The split dollar concept is usually associated with cash Value life Insurance where there is a Death benefit and an accumulation of cash Value. The basic premise is the sharing of the costs and benefits of a life Insurance policy by two or more parties. Usually one party owns and pays for the Insurance protection and the other owns and pays for the cash accumulation. There is no single way to structure a split dollar arrangement. The possible structures are limited only by the imagination of the parties involved.


Temporary Life Insurance

Temporary Insurance coverage is available at time of application for a life Insurance policy if certain conditions are met. Normally, temporary coverage relates to free coverage while the Insurance company which is underwriting the risk, goes through the process of deciding whether or not they will grant a contract of coverage. The qualifications for temporary coverage vary from Insurance company to Insurance company but generally applicants will qualify if they are between the ages of 18 and 65, have no knowledge or suspicions of ill Health, have not been absent from work for more than 7 days within the prior 6 months because of sickness or injury and total coverage applied for from all sources does not exceed $500,000. Normally a cheque covering a minimum of one months premium is required to complete the conditions for this kind of coverage. The Insurance company applies this Deposit towards the cost of a policy at its issue date, which may be several weeks in the future.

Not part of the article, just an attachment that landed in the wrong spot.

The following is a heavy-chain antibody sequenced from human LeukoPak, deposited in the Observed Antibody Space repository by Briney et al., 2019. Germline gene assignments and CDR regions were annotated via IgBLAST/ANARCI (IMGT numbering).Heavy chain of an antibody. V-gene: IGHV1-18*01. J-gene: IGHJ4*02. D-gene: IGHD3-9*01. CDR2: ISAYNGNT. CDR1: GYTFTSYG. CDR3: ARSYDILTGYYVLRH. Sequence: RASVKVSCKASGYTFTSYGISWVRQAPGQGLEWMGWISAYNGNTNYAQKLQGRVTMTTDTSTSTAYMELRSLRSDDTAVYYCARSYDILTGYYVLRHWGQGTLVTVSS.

Term Life Insurance

A plan of Insurance which covers the insured for only a certain period of time and not necessarily for his or her entire life. The policy pays a Death benefit only if the insured dies during the term.


Underwriter

This could be the person (broker or agent) who helps you choose the proper type of life Insurance or disability Insurance and the Insurance company for your particular needs. This could also be the person at the Insurance company's head office who reviews your application for coverage to determine whether or not the Insurance company will issue a policy to you.


Vanishing Premium